That action leads them to the police station. Mrs Nwoke is unable to expose her husband. Instead, she defends him and covers up for physically abusing her in public. Mr Nwoke abuses her physically, verbally and emotionally, but the police protect him, saying a woman should be under a man.

Jane faces further hardships when she is imprisoned for pushing Mr Nwoke to the ground. While in custody, Jane meets Tega, a pregnant woman trapped in an abusive marriage but too fearful to seek assistance. Despite being released from custody, Tega returns to her abusive husband and continues to endure suffering.

To make matters worse, Jane visits Tega at her home and encourages her to accept help. That very night, Tega’s husband, Olaku, confines her to the bathroom throughout the night. The following day, he abandons her at the hospital entrance, leaving her in a pool of blood. Although she loses the baby, Tega thankfully survives.

Meanwhile, Mrs Nwoke takes action once to challenge her husband when he tries to make her call the blogs to clear his name.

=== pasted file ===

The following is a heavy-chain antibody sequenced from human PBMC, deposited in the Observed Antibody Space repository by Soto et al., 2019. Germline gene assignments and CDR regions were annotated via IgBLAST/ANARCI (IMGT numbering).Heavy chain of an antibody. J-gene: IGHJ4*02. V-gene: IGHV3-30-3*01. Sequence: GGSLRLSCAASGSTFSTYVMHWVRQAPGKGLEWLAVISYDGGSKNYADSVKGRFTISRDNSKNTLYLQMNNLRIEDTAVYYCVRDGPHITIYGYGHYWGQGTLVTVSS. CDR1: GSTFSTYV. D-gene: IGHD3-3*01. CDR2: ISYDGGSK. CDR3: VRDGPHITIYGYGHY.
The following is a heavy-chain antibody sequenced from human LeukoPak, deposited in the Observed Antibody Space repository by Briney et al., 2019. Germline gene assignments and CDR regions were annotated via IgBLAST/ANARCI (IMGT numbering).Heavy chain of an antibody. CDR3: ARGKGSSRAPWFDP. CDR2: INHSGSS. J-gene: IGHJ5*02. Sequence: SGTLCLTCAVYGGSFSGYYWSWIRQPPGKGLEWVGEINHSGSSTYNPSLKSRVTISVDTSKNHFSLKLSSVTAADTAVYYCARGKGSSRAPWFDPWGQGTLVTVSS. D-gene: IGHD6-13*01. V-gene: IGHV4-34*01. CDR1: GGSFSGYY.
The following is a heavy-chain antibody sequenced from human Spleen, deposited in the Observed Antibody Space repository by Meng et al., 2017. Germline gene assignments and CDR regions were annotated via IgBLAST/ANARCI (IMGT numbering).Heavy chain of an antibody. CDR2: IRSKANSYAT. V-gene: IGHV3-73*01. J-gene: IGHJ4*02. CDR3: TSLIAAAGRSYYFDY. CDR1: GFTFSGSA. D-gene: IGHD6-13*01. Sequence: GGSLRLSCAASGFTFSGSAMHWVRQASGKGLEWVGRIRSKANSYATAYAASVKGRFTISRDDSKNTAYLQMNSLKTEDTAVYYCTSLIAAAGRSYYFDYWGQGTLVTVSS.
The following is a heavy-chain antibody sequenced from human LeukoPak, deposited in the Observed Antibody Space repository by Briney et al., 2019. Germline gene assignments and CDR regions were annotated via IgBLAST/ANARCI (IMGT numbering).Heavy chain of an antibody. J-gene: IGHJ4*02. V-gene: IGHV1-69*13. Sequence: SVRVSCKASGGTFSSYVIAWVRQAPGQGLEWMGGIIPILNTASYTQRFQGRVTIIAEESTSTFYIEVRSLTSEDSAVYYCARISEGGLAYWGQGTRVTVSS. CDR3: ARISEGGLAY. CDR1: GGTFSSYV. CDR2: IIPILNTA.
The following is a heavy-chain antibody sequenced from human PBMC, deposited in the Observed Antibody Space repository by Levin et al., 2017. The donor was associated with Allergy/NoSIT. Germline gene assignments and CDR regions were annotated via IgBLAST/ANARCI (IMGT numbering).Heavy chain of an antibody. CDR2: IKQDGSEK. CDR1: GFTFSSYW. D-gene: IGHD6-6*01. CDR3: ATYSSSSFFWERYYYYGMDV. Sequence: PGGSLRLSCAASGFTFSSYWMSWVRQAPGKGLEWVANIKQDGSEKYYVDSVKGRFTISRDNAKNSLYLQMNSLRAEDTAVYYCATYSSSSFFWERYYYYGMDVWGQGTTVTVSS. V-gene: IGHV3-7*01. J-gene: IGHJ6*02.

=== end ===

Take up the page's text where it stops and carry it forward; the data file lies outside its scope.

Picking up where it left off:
Bimbo Akintola, Chidi Mokeme, Debby Felix, Kate Henshaw, Femi Jacobs, Toni Tones, Daniel Etim-Effiong, Ekama Etim-Inyang and others were actors who starred in the movie.

Akintola plays the role of Mrs. Nwoke, who symbolises women of high social status who experience abuse from their men but have to cover up for their husbands and protect them from the public. After he husband physically abused her in public, he started trending negatively online and to correct the impression, he wanted to coerce his wife to do so.

Tones, as Jane, symbolises activists who can’t stand the abuse of any sort and are willing to go to any length to help victims. Her character also sheds light on the fact that these abusers are going scot-free with their actions.

Debby Felix, as Tega, symbolises women who are experiencing sexual abuse even in marriage and feel helpless. Her husband forces himself on her, not considering how she feels, and if she complains or acts, she gets arrested by his brother, who is an officer of the law. Tega’s character buttresses how power can be misused.

COAGBA symbolises agencies willing to fight against gender-based abuse, but they need the victims to cooperate and voice out. They can save lots of women who dare to speak up and say no to violence.

Leave a Reply

Your email address will not be published. Required fields are marked *